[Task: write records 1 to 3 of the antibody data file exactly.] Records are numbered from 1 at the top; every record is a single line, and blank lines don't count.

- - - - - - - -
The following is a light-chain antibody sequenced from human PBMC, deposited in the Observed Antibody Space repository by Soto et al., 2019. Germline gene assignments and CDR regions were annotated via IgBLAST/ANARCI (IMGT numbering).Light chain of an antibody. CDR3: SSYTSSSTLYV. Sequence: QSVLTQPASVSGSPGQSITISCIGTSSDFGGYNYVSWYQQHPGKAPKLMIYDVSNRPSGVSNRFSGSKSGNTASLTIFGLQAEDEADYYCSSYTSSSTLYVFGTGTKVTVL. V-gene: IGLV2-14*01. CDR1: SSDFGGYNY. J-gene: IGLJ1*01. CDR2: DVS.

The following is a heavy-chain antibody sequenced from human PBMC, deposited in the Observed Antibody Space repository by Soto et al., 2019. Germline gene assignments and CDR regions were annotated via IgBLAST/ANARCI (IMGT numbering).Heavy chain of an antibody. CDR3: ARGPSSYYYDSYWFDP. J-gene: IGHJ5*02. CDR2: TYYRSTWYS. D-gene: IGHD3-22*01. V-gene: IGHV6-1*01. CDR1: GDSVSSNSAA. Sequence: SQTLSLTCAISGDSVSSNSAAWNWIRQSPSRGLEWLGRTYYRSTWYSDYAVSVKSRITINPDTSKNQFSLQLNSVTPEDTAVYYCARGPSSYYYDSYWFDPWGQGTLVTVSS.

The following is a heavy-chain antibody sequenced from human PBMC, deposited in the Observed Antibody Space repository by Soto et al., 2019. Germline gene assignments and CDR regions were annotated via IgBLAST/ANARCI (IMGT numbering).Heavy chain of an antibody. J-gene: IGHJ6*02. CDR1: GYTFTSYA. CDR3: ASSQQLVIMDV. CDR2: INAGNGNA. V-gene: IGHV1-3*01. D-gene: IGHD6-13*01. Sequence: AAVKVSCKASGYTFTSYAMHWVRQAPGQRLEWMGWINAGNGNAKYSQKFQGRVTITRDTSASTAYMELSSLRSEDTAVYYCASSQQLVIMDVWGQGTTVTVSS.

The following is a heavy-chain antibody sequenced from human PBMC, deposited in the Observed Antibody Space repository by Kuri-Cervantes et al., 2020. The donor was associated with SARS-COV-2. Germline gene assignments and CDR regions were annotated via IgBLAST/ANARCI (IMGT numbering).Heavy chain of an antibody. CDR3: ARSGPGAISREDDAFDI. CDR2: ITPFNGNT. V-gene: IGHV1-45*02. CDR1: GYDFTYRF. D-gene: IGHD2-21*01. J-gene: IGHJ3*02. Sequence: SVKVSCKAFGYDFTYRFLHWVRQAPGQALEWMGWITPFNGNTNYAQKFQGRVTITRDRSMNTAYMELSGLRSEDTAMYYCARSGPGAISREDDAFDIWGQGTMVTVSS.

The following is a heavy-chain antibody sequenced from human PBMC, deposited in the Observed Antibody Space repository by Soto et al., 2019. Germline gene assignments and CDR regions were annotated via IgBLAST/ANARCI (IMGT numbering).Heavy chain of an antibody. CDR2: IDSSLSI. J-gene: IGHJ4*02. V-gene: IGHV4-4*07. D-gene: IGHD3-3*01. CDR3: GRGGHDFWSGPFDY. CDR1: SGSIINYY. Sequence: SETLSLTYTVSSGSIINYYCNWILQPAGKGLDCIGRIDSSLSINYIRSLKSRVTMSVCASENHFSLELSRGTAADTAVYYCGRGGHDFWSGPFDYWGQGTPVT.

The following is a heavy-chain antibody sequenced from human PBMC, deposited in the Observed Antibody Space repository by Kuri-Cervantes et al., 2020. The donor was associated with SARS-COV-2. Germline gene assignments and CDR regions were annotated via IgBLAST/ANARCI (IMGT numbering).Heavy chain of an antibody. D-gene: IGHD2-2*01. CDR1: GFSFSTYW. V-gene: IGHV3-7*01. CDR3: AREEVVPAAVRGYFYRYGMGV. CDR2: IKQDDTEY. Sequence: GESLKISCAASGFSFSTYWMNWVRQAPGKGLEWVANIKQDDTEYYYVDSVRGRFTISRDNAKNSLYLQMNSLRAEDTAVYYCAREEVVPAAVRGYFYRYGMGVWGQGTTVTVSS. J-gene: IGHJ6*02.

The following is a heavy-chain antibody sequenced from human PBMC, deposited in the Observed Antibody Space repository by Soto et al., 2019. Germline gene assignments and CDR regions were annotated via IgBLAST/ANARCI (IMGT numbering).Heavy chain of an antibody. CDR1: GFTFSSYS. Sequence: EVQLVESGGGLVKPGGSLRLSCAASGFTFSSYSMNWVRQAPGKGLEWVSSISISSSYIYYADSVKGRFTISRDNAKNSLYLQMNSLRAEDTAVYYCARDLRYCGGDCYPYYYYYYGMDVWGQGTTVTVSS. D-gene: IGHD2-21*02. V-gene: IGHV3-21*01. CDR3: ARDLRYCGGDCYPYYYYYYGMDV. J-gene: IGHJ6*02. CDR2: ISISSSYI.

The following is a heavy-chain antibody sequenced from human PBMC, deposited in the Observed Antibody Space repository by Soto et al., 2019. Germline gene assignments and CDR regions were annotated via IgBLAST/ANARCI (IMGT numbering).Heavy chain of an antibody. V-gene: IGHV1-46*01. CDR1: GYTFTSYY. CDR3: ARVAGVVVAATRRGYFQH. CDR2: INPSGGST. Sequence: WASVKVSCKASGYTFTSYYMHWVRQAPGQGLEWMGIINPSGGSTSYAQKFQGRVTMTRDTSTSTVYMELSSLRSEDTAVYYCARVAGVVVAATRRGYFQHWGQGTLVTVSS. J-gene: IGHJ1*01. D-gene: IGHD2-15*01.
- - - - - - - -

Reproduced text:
The following is a light-chain antibody sequenced from human PBMC, deposited in the Observed Antibody Space repository by Soto et al., 2019. Germline gene assignments and CDR regions were annotated via IgBLAST/ANARCI (IMGT numbering).Light chain of an antibody. CDR3: SSYTSSSTLYV. Sequence: QSVLTQPASVSGSPGQSITISCIGTSSDFGGYNYVSWYQQHPGKAPKLMIYDVSNRPSGVSNRFSGSKSGNTASLTIFGLQAEDEADYYCSSYTSSSTLYVFGTGTKVTVL. V-gene: IGLV2-14*01. CDR1: SSDFGGYNY. J-gene: IGLJ1*01. CDR2: DVS.

The following is a heavy-chain antibody sequenced from human PBMC, deposited in the Observed Antibody Space repository by Soto et al., 2019. Germline gene assignments and CDR regions were annotated via IgBLAST/ANARCI (IMGT numbering).Heavy chain of an antibody. CDR3: ARGPSSYYYDSYWFDP. J-gene: IGHJ5*02. CDR2: TYYRSTWYS. D-gene: IGHD3-22*01. V-gene: IGHV6-1*01. CDR1: GDSVSSNSAA. Sequence: SQTLSLTCAISGDSVSSNSAAWNWIRQSPSRGLEWLGRTYYRSTWYSDYAVSVKSRITINPDTSKNQFSLQLNSVTPEDTAVYYCARGPSSYYYDSYWFDPWGQGTLVTVSS.

The following is a heavy-chain antibody sequenced from human PBMC, deposited in the Observed Antibody Space repository by Soto et al., 2019. Germline gene assignments and CDR regions were annotated via IgBLAST/ANARCI (IMGT numbering).Heavy chain of an antibody. J-gene: IGHJ6*02. CDR1: GYTFTSYA. CDR3: ASSQQLVIMDV. CDR2: INAGNGNA. V-gene: IGHV1-3*01. D-gene: IGHD6-13*01. Sequence: AAVKVSCKASGYTFTSYAMHWVRQAPGQRLEWMGWINAGNGNAKYSQKFQGRVTITRDTSASTAYMELSSLRSEDTAVYYCASSQQLVIMDVWGQGTTVTVSS.